Posted by: Saving Water SA (Cape Town, South Africa) – partnered with Water Rhapsody conservation systems – 12 April 2010
Taxpayers are facing a R40-million clean-up bill to eliminate pollution from a toxic waste dump near Durban which contains high levels of mercury, a dangerous heavy metal which damages the brain and other parts of the body.
The poison was dumped in several pits in the Hammarsdale area more than 30 years ago. It is thought to have originated from a former Tongaat-Hulett subsidiary company, Hebox Textiles, which used to dip South African Defence Force military tents in a mercury-based fungicide to prevent the canvas from rotting.
The unfenced and unrehabilitated dump was exposed in The Mercury newspaper earlier this year following concern that mercury might still be seeping into surrounding groundwater and rivers.
The Department of Water Affairs gave the assurance two months ago that the pits posed no threat to water, but it refused to release the results of previous water monitoring tests in the area.
Water Affairs Minister Buyelwa Sonjica said on Sunday that further water tests were done last month and these also suggested there was no threat to rivers and groundwater.
Sonjica was responding to written queries from Democratic Alliance MP Gareth Morgan, who visited the abandoned mercury pits earlier this year and took photographs of cattle eating grass directly above the contaminated pits.
Sonjica confirmed that sludges from Hebox Textiles and other companies in the Hammarsdale industrial area had been dumped into several ponds in Hammarsdale between 1970 and 1980.
The Mercury has seen a report prepared by Umgeni Water in 1994 which showed that mercury levels in the pits “greatly exceeded” South African guidelines for disposal of mercury in soil.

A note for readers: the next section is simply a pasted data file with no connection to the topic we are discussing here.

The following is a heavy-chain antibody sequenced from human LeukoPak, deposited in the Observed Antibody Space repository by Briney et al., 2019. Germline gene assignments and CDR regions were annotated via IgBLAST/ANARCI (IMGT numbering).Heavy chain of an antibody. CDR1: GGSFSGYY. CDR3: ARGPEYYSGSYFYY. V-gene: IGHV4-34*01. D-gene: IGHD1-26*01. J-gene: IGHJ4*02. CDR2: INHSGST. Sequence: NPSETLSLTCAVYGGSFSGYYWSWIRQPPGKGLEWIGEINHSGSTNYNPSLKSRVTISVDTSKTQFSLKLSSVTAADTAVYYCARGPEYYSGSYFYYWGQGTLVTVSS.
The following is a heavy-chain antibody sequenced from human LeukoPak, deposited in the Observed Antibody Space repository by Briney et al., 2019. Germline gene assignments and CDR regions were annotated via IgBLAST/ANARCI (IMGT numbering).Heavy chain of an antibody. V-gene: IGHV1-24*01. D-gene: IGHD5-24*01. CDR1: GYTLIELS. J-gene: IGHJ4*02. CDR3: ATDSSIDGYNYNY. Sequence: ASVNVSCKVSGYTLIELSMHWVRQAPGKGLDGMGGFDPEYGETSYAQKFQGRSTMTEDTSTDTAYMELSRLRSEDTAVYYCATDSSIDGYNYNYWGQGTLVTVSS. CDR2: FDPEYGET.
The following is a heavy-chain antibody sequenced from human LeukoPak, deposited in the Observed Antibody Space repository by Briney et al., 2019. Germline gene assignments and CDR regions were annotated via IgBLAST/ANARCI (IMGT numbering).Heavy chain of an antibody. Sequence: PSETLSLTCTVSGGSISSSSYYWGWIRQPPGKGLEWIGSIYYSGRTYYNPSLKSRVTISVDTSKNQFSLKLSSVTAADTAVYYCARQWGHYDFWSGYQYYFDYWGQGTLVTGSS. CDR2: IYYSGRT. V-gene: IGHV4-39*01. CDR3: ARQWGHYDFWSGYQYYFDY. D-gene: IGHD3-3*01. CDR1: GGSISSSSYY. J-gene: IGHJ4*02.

Though Umgeni concluded that groundwater pollution from the unlined sludge ponds was not likely to pollute groundwater, it suggested that the government should be cautious about managing the site in future.
According to Sonjica, water samples were collected from several places around the waste dump in October, 2004. These showed no mercury pollution in the nearby Sterkspruit River, which suggested that the Shongweni Dam was also not polluted by the dump.
More recently, Sonjica said ground and surface water samples were taken on March 11 and these also showed “no impact on the water resources”. Morgan said on Sunday he would request copies of the test results.
Sonjica said her department met officials of the eThekwini municipality and KZN Department of Environmental Affairs five years ago to discuss a rehabilitation and remediation plan for the dump.
But the clean-up never started because of “budgetary constraints” in her department, and latest estimates showed it would now cost between R30-million and R40-million to rehabilitate the site.
“Funding is currently being mobilised for this,” she said in her letter to Morgan.
In the interim, further warning signs had been erected near the site in English and Zulu, and a procurement process had started to erect a fence around the site at a cost of about R1-million. Earlier this year, a spokesperson for the Tongaat-Hulett group said Hebox Textiles had been sold in 1991.
On the issue of mercury sludges and who should be held responsible for clean-up costs, Tongaat-Hulett said at the time: “We have not been able to verify, in the short time available, the possible use of mercury and its disposal at Hebox Textiles. We will be commencing an internal investigation.”
– Tony Carnie